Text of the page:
Healthcare Revenue Cycle Management, ICD-10, Claims Reimbursement, Medicare, Medicaid

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States Look to Streamline Payer Enrollment, Cut Provider Paperwork

Arizona and Texas have implemented new rules to make it easier and faster for healthcare organizations to complete the complex payer enrollment process.

Payer Enrollment

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- Healthcare is a waiting game, with the most common example being the patient waiting room. But patients aren’t the only healthcare stakeholders left waiting. Healthcare organizations oftentimes wait months to receive payer enrollment approvals from health plans.

From provider credentialing to health plan contracting, payer enrollment takes an average of 90 to 120 days to complete. And for some health plans, payer enrollment make take even longer. For example, healthcare organizations may be waiting up to 180 days for Medicare to verify a provider’s credentials and approve their participation in the federal healthcare program.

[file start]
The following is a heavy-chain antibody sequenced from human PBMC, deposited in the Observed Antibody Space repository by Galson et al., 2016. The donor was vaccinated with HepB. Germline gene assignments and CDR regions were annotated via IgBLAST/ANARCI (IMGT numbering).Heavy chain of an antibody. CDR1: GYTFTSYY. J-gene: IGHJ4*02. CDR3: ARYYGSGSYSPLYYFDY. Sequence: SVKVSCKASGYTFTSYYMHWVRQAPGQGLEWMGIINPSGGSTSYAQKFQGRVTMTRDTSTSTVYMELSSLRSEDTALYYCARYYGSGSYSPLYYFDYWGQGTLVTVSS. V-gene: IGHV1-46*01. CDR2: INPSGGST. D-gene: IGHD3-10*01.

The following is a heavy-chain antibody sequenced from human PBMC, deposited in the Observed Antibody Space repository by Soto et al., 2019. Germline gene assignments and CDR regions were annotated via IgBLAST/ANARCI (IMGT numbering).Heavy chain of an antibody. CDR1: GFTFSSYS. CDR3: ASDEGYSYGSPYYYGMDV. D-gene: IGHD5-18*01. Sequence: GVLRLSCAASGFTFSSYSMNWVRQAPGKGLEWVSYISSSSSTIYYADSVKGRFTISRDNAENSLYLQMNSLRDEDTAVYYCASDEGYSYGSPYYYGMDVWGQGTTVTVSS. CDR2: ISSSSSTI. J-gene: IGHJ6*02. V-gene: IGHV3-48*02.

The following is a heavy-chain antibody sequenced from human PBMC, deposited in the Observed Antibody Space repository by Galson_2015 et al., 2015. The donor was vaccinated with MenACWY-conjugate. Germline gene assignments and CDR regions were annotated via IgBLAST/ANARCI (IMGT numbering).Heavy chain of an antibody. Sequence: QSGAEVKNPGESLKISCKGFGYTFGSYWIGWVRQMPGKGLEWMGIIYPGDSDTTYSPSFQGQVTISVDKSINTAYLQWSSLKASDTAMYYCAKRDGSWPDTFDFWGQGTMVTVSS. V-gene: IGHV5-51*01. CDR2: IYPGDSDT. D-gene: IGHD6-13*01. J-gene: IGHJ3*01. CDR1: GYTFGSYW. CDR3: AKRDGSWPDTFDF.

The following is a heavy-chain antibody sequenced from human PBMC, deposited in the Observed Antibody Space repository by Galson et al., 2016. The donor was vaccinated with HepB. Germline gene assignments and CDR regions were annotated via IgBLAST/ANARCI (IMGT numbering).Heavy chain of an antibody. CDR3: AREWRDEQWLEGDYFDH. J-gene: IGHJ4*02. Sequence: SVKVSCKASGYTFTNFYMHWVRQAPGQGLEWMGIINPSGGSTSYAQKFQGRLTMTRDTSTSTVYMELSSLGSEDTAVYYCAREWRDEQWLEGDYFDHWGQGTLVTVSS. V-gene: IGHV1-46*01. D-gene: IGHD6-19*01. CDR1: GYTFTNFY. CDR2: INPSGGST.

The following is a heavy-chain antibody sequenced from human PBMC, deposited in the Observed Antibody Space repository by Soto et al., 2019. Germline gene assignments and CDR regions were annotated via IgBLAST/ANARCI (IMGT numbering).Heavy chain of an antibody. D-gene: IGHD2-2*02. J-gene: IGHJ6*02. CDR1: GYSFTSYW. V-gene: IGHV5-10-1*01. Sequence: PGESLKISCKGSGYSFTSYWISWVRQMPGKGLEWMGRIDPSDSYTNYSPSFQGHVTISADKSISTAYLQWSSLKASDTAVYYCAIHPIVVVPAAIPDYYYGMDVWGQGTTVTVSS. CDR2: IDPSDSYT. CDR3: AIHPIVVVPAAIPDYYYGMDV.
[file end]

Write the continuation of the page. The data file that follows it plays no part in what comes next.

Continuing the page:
Waiting months to receive a health plan’s stamp of approval may be hurting care access, especially in light of the recent physician shortage. The Association of American Medical Colleges (AAMC) projects the healthcare industry to face a shortage of up to 120,000 physicians by 2030.

With payer enrollment impacting care access and the bottom lines of healthcare organizations, a handful of states are looking to accelerate the process to ensure their residents can quickly receive care from qualified providers.